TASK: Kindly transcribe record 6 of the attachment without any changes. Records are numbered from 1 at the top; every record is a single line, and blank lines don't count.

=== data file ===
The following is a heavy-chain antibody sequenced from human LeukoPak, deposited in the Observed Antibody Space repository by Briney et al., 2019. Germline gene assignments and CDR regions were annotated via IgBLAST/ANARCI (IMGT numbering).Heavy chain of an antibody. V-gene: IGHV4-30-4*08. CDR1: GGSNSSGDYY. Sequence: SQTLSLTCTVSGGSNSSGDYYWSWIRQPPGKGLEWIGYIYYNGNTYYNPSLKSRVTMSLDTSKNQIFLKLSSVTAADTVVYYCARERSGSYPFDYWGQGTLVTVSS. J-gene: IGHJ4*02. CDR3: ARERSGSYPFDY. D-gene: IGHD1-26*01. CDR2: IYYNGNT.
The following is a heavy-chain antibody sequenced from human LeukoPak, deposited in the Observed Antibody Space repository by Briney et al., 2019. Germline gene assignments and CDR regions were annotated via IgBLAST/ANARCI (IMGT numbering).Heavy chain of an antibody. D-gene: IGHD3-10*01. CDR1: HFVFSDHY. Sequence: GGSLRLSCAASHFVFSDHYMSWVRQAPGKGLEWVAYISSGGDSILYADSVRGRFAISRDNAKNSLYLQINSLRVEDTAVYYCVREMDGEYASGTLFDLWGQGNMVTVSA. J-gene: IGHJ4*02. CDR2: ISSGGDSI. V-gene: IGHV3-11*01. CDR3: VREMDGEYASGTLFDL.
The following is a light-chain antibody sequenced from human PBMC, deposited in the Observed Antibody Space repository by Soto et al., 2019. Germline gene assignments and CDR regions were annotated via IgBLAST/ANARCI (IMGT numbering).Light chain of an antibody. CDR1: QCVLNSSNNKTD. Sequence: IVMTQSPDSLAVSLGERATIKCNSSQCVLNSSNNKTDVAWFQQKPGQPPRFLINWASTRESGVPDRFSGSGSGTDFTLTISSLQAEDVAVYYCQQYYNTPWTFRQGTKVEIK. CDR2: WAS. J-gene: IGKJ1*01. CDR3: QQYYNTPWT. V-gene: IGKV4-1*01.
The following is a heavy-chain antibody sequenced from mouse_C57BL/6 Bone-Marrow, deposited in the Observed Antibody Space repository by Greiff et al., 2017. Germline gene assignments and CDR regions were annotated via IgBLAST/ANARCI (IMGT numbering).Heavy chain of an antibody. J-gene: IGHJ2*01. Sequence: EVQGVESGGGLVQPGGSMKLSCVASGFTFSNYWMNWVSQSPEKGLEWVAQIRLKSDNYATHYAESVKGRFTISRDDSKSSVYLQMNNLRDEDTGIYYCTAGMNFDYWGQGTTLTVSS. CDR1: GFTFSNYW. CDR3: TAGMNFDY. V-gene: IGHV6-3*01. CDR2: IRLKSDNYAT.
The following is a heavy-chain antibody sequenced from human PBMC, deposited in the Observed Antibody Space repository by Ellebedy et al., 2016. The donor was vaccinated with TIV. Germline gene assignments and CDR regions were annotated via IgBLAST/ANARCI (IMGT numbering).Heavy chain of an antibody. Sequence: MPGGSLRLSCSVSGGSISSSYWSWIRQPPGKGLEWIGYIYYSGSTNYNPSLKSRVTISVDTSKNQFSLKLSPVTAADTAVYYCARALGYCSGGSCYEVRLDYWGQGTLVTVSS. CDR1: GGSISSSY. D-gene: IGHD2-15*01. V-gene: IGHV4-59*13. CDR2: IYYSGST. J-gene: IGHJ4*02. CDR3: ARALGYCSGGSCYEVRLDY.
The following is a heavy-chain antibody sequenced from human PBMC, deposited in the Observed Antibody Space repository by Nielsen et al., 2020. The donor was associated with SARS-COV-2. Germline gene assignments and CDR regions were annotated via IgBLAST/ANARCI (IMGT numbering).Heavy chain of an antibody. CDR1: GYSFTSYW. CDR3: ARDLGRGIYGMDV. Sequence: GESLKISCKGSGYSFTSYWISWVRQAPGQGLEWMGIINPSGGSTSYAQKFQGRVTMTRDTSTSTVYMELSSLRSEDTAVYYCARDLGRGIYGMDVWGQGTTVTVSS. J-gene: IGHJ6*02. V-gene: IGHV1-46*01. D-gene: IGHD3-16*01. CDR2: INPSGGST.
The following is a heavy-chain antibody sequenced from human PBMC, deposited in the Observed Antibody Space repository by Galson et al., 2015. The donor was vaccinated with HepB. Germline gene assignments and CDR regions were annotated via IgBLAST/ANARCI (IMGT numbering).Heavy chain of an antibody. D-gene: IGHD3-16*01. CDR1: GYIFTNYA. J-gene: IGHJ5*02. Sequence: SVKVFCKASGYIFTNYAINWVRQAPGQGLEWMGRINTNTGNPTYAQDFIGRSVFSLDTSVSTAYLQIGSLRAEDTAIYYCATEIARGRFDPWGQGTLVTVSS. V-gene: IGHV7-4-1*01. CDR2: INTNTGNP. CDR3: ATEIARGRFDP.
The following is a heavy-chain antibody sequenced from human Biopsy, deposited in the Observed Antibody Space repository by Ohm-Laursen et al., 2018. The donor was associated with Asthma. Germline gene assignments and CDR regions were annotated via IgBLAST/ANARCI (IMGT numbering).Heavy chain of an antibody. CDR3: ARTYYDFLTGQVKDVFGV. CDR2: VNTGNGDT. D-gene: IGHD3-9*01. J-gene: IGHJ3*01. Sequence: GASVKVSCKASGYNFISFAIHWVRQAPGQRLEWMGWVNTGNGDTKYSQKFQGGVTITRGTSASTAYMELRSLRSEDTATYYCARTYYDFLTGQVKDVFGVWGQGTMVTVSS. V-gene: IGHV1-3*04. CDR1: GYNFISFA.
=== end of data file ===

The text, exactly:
The following is a heavy-chain antibody sequenced from human PBMC, deposited in the Observed Antibody Space repository by Nielsen et al., 2020. The donor was associated with SARS-COV-2. Germline gene assignments and CDR regions were annotated via IgBLAST/ANARCI (IMGT numbering).Heavy chain of an antibody. CDR1: GYSFTSYW. CDR3: ARDLGRGIYGMDV. Sequence: GESLKISCKGSGYSFTSYWISWVRQAPGQGLEWMGIINPSGGSTSYAQKFQGRVTMTRDTSTSTVYMELSSLRSEDTAVYYCARDLGRGIYGMDVWGQGTTVTVSS. J-gene: IGHJ6*02. V-gene: IGHV1-46*01. D-gene: IGHD3-16*01. CDR2: INPSGGST.